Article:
Tebboune is a former Prime Minister under Bouteflika (dismissed by him after 3 months) and had also served in many government positions to include Minister of Housing and Urban Development. Tebboune compromised with steps to amend the Algerian Constitution to focus on democratic principles and rights, recognizing some of the grievances within the Hirak coalition. However, there has been a recent uptick in these groups that form the coalition composing Hirak. They are on the move again in 2021 peacefully protesting in the streets.
So what is the current Biden Administration doing to support the promotion of Human Rights and Democracy in this situation? U.S. Secretary of State Antony Blinken has recently stated in a public forum:
Courageous women who stand up for their rights inspire a better world, said U.S. Secretary of State Antony Blinken. Blinken and first lady Jill Biden hosted the 15th annual International Women of Courage Awards in a virtual ceremony on March 8. The ceremony honored a group of brave women, nominated by U.S. embassies from around the world, who have made a difference in their communities, countries and the world. During the ceremony, Blinken emphasized, “that it is often women who lead the charge for human rights, democracy and justice, including in places where women hold much less than half of the political, economic and social power … And it’s often women and girls who are the most vulnerable to human rights abuses.”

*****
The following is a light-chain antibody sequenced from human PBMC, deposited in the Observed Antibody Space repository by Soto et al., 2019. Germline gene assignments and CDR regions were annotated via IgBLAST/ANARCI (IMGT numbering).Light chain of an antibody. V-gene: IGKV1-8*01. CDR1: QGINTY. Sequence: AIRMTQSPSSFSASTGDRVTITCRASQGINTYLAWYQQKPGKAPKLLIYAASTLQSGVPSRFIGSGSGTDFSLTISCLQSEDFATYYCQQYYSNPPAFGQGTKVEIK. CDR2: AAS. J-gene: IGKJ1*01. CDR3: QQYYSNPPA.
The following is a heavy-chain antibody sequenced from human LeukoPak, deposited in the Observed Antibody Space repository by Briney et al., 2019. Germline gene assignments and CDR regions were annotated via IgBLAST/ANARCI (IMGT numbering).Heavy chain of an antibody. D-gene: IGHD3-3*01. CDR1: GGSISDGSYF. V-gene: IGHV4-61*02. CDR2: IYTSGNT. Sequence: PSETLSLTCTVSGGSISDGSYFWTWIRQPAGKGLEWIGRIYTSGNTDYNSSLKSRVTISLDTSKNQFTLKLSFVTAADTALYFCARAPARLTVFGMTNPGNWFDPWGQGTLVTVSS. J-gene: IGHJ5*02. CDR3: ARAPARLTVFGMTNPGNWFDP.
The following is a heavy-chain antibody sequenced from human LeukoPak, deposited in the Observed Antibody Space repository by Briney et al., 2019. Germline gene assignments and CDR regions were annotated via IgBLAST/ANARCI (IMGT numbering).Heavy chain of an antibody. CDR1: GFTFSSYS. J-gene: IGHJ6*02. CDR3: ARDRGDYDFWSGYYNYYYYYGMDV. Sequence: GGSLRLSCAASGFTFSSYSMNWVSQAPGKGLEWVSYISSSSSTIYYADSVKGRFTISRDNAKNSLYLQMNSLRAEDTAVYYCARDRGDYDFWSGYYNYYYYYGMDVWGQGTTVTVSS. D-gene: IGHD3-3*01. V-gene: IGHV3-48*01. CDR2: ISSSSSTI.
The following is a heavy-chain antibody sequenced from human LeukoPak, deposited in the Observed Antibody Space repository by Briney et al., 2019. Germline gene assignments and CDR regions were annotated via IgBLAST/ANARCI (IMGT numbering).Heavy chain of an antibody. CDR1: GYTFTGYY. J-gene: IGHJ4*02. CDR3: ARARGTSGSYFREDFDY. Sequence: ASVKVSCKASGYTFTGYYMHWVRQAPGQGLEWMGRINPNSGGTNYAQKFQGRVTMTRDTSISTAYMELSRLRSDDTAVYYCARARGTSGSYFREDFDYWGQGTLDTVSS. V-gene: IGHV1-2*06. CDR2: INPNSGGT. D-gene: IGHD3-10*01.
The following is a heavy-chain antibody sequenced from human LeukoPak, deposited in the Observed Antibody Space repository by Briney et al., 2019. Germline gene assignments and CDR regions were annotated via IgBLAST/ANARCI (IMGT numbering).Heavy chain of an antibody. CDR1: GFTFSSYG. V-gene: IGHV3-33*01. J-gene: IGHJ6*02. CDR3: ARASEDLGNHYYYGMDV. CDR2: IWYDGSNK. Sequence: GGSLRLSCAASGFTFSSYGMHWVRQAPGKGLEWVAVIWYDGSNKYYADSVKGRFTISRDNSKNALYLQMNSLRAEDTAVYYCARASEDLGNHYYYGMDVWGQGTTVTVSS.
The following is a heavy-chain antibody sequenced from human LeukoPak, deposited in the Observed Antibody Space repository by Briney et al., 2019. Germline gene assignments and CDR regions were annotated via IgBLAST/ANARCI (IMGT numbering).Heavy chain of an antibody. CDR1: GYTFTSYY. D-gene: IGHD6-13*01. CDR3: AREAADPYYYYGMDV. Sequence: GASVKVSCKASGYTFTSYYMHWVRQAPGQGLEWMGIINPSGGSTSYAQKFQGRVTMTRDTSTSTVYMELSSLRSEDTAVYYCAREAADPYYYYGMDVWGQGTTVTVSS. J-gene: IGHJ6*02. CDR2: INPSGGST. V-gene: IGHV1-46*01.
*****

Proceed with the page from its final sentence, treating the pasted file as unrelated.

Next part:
This public statement reflects a return to traditional US Foreign Policy often reflected in “Wilsonian Democracy” principles. President Biden’s first public Foreign Policy statement was to condemn and call for an end to the Yemen conflict. President Biden brings both legislative and executive branch experience to this approach.
This open encouragement of democratic principles coupled with engaged diplomacy of the Department of State with the government of President Tebboune will lead to a peaceful transfer of power for younger generations who otherwise might become discouraged and turn to extremist groups. The US Ambassador to Algeria, John Desrocher, attended the closing ceremony for the U.S.-Middle East Partnership Initiative (MEPI)-funded Entrepreneurship, Leadership, and Innovation Program, which has given entrepreneurship training to 1,900 young Algerians in 21 wilayas over the last two years. He was very impressed by these young men and women who have developed ambitious business plans in technology, agriculture, and other fields. These efforts can make a difference in 2021 and beyond for a changing from the “Old Guard” of the NLF to the Hirak’s newer generations moving into leadership in government and business.